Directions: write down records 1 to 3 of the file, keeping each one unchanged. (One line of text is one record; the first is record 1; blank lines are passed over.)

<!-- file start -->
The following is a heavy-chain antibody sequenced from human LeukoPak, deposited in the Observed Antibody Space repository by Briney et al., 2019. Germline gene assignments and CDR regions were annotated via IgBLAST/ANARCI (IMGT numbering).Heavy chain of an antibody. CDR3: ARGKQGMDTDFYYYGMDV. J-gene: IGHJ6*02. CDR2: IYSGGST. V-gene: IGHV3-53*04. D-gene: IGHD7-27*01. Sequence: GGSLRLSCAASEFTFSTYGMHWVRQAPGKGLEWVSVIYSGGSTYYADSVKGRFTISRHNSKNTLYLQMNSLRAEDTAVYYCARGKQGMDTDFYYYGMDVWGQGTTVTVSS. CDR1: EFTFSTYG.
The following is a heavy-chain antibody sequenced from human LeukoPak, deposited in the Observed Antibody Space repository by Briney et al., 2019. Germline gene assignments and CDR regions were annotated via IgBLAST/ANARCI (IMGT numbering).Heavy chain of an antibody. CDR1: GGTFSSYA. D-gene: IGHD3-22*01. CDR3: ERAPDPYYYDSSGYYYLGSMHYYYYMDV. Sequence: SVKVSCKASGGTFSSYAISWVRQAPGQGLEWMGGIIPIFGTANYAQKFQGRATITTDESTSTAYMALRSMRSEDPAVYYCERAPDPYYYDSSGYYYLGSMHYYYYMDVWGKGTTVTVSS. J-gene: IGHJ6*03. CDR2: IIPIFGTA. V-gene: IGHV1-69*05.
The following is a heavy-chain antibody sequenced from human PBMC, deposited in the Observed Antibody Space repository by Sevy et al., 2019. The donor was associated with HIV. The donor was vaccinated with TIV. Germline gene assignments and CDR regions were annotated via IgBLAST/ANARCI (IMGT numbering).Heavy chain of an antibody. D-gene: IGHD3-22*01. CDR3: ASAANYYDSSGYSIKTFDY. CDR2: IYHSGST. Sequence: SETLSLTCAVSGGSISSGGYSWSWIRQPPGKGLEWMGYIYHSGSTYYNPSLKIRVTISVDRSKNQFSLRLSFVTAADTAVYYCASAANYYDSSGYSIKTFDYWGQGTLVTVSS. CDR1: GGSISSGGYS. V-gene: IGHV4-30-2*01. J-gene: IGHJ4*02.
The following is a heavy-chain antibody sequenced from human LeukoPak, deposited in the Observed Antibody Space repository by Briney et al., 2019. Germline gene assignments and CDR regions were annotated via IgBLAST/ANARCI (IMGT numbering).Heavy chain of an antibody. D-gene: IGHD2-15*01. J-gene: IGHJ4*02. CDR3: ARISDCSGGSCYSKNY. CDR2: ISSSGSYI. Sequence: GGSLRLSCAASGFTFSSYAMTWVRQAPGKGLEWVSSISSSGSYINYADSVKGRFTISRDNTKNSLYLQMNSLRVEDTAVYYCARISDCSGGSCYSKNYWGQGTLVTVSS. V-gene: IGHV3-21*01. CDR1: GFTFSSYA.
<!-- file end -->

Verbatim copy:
The following is a heavy-chain antibody sequenced from human LeukoPak, deposited in the Observed Antibody Space repository by Briney et al., 2019. Germline gene assignments and CDR regions were annotated via IgBLAST/ANARCI (IMGT numbering).Heavy chain of an antibody. CDR3: ARGKQGMDTDFYYYGMDV. J-gene: IGHJ6*02. CDR2: IYSGGST. V-gene: IGHV3-53*04. D-gene: IGHD7-27*01. Sequence: GGSLRLSCAASEFTFSTYGMHWVRQAPGKGLEWVSVIYSGGSTYYADSVKGRFTISRHNSKNTLYLQMNSLRAEDTAVYYCARGKQGMDTDFYYYGMDVWGQGTTVTVSS. CDR1: EFTFSTYG.
The following is a heavy-chain antibody sequenced from human LeukoPak, deposited in the Observed Antibody Space repository by Briney et al., 2019. Germline gene assignments and CDR regions were annotated via IgBLAST/ANARCI (IMGT numbering).Heavy chain of an antibody. CDR1: GGTFSSYA. D-gene: IGHD3-22*01. CDR3: ERAPDPYYYDSSGYYYLGSMHYYYYMDV. Sequence: SVKVSCKASGGTFSSYAISWVRQAPGQGLEWMGGIIPIFGTANYAQKFQGRATITTDESTSTAYMALRSMRSEDPAVYYCERAPDPYYYDSSGYYYLGSMHYYYYMDVWGKGTTVTVSS. J-gene: IGHJ6*03. CDR2: IIPIFGTA. V-gene: IGHV1-69*05.
The following is a heavy-chain antibody sequenced from human PBMC, deposited in the Observed Antibody Space repository by Sevy et al., 2019. The donor was associated with HIV. The donor was vaccinated with TIV. Germline gene assignments and CDR regions were annotated via IgBLAST/ANARCI (IMGT numbering).Heavy chain of an antibody. D-gene: IGHD3-22*01. CDR3: ASAANYYDSSGYSIKTFDY. CDR2: IYHSGST. Sequence: SETLSLTCAVSGGSISSGGYSWSWIRQPPGKGLEWMGYIYHSGSTYYNPSLKIRVTISVDRSKNQFSLRLSFVTAADTAVYYCASAANYYDSSGYSIKTFDYWGQGTLVTVSS. CDR1: GGSISSGGYS. V-gene: IGHV4-30-2*01. J-gene: IGHJ4*02.